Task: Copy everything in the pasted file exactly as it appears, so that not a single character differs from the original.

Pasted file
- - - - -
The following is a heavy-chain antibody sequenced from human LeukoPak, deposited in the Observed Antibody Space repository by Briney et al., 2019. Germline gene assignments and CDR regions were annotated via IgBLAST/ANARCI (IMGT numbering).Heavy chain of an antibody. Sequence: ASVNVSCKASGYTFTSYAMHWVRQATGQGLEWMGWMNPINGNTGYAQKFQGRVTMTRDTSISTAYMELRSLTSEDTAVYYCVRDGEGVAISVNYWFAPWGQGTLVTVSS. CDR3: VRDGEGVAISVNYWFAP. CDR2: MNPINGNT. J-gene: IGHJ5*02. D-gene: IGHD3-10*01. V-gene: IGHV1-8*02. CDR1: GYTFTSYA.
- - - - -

The following is a heavy-chain antibody sequenced from human LeukoPak, deposited in the Observed Antibody Space repository by Briney et al., 2019. Germline gene assignments and CDR regions were annotated via IgBLAST/ANARCI (IMGT numbering).Heavy chain of an antibody. Sequence: ASVNVSCKASGYTFTSYAMHWVRQATGQGLEWMGWMNPINGNTGYAQKFQGRVTMTRDTSISTAYMELRSLTSEDTAVYYCVRDGEGVAISVNYWFAPWGQGTLVTVSS. CDR3: VRDGEGVAISVNYWFAP. CDR2: MNPINGNT. J-gene: IGHJ5*02. D-gene: IGHD3-10*01. V-gene: IGHV1-8*02. CDR1: GYTFTSYA.